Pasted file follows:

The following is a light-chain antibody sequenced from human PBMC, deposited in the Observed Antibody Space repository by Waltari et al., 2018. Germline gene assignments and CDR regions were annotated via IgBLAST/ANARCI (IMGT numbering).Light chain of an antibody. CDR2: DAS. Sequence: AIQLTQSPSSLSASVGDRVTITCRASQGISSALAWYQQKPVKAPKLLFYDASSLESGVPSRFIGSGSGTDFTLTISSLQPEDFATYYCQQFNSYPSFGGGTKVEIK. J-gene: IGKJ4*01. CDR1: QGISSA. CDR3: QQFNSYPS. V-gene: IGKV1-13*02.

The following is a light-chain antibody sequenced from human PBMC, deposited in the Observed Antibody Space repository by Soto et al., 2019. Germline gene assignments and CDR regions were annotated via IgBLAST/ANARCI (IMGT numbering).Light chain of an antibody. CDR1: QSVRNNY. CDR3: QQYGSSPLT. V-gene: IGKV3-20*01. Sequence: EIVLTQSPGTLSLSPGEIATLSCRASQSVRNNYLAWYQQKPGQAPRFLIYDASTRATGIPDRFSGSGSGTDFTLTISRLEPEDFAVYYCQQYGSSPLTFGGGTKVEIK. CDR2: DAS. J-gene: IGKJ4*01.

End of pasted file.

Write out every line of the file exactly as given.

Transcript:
The following is a light-chain antibody sequenced from human PBMC, deposited in the Observed Antibody Space repository by Waltari et al., 2018. Germline gene assignments and CDR regions were annotated via IgBLAST/ANARCI (IMGT numbering).Light chain of an antibody. CDR2: DAS. Sequence: AIQLTQSPSSLSASVGDRVTITCRASQGISSALAWYQQKPVKAPKLLFYDASSLESGVPSRFIGSGSGTDFTLTISSLQPEDFATYYCQQFNSYPSFGGGTKVEIK. J-gene: IGKJ4*01. CDR1: QGISSA. CDR3: QQFNSYPS. V-gene: IGKV1-13*02.

The following is a light-chain antibody sequenced from human PBMC, deposited in the Observed Antibody Space repository by Soto et al., 2019. Germline gene assignments and CDR regions were annotated via IgBLAST/ANARCI (IMGT numbering).Light chain of an antibody. CDR1: QSVRNNY. CDR3: QQYGSSPLT. V-gene: IGKV3-20*01. Sequence: EIVLTQSPGTLSLSPGEIATLSCRASQSVRNNYLAWYQQKPGQAPRFLIYDASTRATGIPDRFSGSGSGTDFTLTISRLEPEDFAVYYCQQYGSSPLTFGGGTKVEIK. CDR2: DAS. J-gene: IGKJ4*01.